WorldCat Identities

Cohen, Wesley M.

Overview
Works: 6 works in 43 publications in 1 language and 154 library holdings
Roles: Author
Classifications: HB1, 330.072
Publication Timeline
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Most widely held works by Wesley M Cohen
R & D and the patent premium by Ashish Arora( Book )

11 editions published between 2002 and 2003 in English and held by 45 WorldCat member libraries worldwide

We analyze the effect of patenting on R&D with a model linking a firm's R&D effort with its decision to patent, recognizing that R&D and patenting affect one another and are both driven by many of the same factors. Using survey data for the U.S. manufacturing sector, we estimate the increment to the value of an innovation realized by patenting it, and then analyze the effect on R&D of changing that premium. Although patent protection is found to provide a positive premium on average in only a few industries, our results also imply that it stimulates R&D across almost all manufacturing industries, with the magnitude of that effect varying substantially
Firm size and R & D intensity : a re-examination by Wesley M Cohen( Book )

9 editions published in 1987 in English and held by 23 WorldCat member libraries worldwide

Using data from the Federal Trade Commission's Line of Business Program and survey measures of technological opportunity and appropriability conditions, this paper finds that overall firm size has a very small, statistically in- significant effect on business unit R & D intensity when either fixed industry effects or measured industry characteristics are taken into account. Business unit size has no effect on the R & D intensity of business units that perform R & D, but it affects the probability of conducting R & D. Business unit and firm size jointly explain less than one per cent of the variance in R & D intensity; industry effects explain nearly half the variance
Protecting their intellectual assets : appropriability conditions and why U.S. manufacturing firms patent (or not) by Wesley Marc Cohen( Book )

13 editions published in 2000 in English and held by 18 WorldCat member libraries worldwide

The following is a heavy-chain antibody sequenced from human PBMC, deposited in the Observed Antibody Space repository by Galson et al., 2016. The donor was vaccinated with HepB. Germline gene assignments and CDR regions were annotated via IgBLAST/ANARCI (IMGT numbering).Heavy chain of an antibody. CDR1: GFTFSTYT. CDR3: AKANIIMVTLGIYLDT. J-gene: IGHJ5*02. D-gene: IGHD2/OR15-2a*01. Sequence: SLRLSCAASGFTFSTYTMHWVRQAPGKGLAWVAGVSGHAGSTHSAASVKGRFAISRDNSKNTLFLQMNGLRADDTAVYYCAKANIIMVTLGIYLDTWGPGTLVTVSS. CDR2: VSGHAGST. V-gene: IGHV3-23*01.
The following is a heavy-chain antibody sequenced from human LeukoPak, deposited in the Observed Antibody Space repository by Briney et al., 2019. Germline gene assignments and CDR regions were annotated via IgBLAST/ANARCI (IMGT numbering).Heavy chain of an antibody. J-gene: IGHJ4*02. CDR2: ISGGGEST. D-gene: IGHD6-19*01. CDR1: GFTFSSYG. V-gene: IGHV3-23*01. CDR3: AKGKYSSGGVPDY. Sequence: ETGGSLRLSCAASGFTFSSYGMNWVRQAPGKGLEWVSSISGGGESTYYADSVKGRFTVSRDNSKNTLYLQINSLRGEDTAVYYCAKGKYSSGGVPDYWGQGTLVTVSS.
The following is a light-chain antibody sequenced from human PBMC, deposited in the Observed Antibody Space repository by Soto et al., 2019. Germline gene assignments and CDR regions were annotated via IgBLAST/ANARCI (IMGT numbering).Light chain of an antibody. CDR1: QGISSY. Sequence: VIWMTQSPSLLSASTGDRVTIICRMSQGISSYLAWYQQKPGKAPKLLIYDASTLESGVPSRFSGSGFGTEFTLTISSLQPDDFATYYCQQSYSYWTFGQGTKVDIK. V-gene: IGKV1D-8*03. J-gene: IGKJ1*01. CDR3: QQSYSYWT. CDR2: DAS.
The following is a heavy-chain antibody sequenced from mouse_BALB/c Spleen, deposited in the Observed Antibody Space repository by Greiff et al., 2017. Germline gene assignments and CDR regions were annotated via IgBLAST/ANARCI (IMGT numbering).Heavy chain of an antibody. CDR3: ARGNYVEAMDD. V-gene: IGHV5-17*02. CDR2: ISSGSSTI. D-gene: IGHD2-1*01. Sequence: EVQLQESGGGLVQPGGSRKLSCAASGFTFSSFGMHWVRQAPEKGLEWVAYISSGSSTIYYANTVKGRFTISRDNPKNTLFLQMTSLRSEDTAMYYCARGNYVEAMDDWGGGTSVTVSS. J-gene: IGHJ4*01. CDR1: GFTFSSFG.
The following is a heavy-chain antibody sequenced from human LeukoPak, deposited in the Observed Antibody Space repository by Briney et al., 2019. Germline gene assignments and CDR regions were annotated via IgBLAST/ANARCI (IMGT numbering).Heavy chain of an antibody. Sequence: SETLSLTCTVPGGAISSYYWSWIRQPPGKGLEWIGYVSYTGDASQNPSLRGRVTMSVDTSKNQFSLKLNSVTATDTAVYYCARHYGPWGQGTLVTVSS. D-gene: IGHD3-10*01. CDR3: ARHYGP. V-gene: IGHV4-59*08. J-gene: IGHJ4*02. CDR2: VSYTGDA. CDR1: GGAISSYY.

Based on a survey questionnaire administered to 1478 R & D labs in the U.S. manufacturing sector in 1994, we find that firms typically protect the profits due to invention with a range of mechanisms, including patents, secrecy, lead time advantages and the use of complementary marketing and manufacturing capabilities. Of these mechanisms, however, patents tend to be the least emphasized by firms in the majority of manufacturing industries, and secrecy and lead time tend to be emphasized most heavily. A comparison of our results with the earlier survey findings of Levin et al. [1987] suggest that patents may be relied upon somewhat more heavily by larger firms now than in the early 1980s. For the protection of product innovations, secrecy now appears to be much more heavily employed across most industries than previously. Our results on the motives to patent indicate that firms patent for reasons that often extend beyond directly profiting from a patented innovation through either its commercialization or licensing. In addition to the prevention of copying, the most prominent motives for patenting include the prevention of rivals from patenting related inventions (i.e., patent blocking'), the use of patents in negotiations and the prevention of suits. We find that firms commonly patent for different reasons in discrete' product industries, such as chemicals, versus complex' product industries, such as telecommunications equipment or semiconductors. In the former, firms appear to use their patents commonly to block the development of substitutes by rivals, and in the latter, firms are much more likely to use patents to force rivals into negotiations